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e-learning guidance


I've been developing online training via CD ROMs and I read somewhere that to keep the trainee engaged and interested, it is good to a) make the course very interactive e.g. lots of things to do (not just read text) and b) keep their eyes moving i.e. different activities on different areas of the screen). I have no idea where I read these suggestions, can any one help and would you agree?
sally coles

11 Responses

  1. It depends…
    …at least to a large extent on someone’s learning style as to what will work for them.

    For some people a lot of audio/video and point and click exercises will keep them engaged.

    For some text in itself is interesting enough.

    But the real key is the actual interest in the material itself.

    If the subject is dull you need to bring it to life. If it’s absolutely fascinating you won’t need to do much to it…. depending on your audience, I’ve met people who find trainspotting truly fascinating – it just doesn’t do much for me.

    And that’s really the problem with e-learning, in that unlike classroom learning it can’t adapt to the learner very well (at least not yet) and one size rarely fits all.

    The best you can do is to try things on your potential audience, gauge their reaction to it and then adapt it to the “best fit” approach – which is a lot of work.

  2. keeping Interest
    Dear Sally,

    Engaging material is a key factor in the effective delivery and impact of any training course. Powerful and professional images do make a difference, however, try to use images or key words only when it is appropriate as too much animation could distract the end user. Audio is extremely powerful, try and select the right balance and consider the tone as a mono pitch could have an adverse effect. CD-ROM training may not alway’s be the total solution, try a mixture “the blended approach” Some eLearning combined with other training methods such as dvd, tutor-led courses etc. Before pushing on with CD-ROM delivery assess if it is right for the audiance, i.e. are they confident with PC’s, do they have access? these are a few things to consider before delivering eLearning courses.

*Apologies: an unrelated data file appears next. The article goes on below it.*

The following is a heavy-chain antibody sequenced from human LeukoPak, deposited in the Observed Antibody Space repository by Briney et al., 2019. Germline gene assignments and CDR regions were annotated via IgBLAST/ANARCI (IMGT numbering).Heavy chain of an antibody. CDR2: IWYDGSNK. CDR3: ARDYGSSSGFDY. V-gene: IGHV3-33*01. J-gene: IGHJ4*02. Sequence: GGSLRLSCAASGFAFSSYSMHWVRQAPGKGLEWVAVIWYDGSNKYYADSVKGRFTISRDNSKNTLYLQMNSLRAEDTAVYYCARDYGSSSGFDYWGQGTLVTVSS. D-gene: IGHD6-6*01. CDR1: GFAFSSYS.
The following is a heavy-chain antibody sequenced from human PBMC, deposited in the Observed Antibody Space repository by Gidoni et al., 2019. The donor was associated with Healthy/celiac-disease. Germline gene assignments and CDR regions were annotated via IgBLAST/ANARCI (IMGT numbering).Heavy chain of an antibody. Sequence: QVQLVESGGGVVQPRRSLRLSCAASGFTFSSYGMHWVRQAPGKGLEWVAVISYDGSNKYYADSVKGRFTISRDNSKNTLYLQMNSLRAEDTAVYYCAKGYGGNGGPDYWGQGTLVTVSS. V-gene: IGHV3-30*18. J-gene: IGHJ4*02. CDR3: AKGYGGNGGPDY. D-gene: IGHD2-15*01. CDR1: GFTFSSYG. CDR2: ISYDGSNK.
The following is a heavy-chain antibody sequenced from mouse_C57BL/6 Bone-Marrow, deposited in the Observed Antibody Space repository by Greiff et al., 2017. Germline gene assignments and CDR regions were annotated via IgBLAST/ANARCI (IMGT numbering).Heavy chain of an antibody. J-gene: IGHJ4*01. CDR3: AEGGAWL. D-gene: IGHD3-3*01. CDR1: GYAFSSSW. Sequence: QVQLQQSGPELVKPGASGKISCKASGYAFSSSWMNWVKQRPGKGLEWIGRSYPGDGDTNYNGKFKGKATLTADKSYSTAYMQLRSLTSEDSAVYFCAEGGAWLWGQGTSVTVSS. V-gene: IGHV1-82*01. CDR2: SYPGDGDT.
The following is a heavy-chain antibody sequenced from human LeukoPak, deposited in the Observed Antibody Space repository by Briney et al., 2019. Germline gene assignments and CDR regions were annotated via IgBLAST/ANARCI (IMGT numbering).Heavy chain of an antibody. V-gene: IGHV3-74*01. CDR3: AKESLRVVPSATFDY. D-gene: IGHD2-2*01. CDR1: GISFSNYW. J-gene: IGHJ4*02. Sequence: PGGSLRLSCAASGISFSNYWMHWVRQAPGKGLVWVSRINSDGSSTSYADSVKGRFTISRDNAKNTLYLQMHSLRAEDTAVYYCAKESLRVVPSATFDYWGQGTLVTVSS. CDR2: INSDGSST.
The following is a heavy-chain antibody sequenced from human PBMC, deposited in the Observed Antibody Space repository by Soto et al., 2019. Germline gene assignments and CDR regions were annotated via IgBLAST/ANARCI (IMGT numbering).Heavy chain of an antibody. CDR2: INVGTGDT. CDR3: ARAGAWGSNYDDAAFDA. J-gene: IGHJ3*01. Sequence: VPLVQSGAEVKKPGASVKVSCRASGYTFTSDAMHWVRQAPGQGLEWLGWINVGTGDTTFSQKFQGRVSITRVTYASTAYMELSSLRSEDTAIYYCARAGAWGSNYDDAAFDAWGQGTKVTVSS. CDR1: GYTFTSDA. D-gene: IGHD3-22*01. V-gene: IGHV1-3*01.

I hope this helps.

    Ian Fielding
    NDC Training Media

  3. Look no further….

    I’d say there were some nice techniques you could apply (with a bit of lateral thinking) if you looked at this week’s feature article: The Secrets of Engaging Employees

    Although its intended for a more general purpose, I’d say that a lot of the tips presented in the article could be applied sensibly to your materials.

  4. I recommend a support group.
    Hi Sally, I’ve never met anyone that’s enjoyed an online learning course. To make them engaging i.e. with great visual material and sounds as well as seriously challenging teaching material to suit the exact needs of the learner, is expensive and difficult. It would be worth doing the sums because I think real human teachers are better at engaging people and probably a better all round investment. Otherwise I recommend a support group for the learners so that they can get together and discuss what they are learning as well as the pros and cons of the method of learning. Tina Coulsting, Director, Mentor Consultancy.

  5. engaging the learner

    Where do we start with this one. But from the mountain of possible suggestions I would pull out the following (in no particular order):

    a. Make sure that e-learning / CBT is the right solution (or part of the right solution) for your training need. The right media, for the right material, for the right audience.

    b. Make sure the materials address the needs of the audience, in the right language and at the right level, reflecting the culture of the audience/organisation.

    c. Ensure the materials are professionally produced, using people who can show they understand how adults learn, and can sensibly apply the various educational theories to their varied clients’ needs.

    d. Take the time and expense to investigate and understand the training need properly.

    e. Map out the training against your required competencies or objectives and sell the training in terms of what this will enable the learner to do / achieve.

    f. Use high quality images and graphics that reinforce the learning, and reflect the organisation’s values and goals.

    g. Avoid the gimmicky use of animations and other tools that might distract and annoy the learner.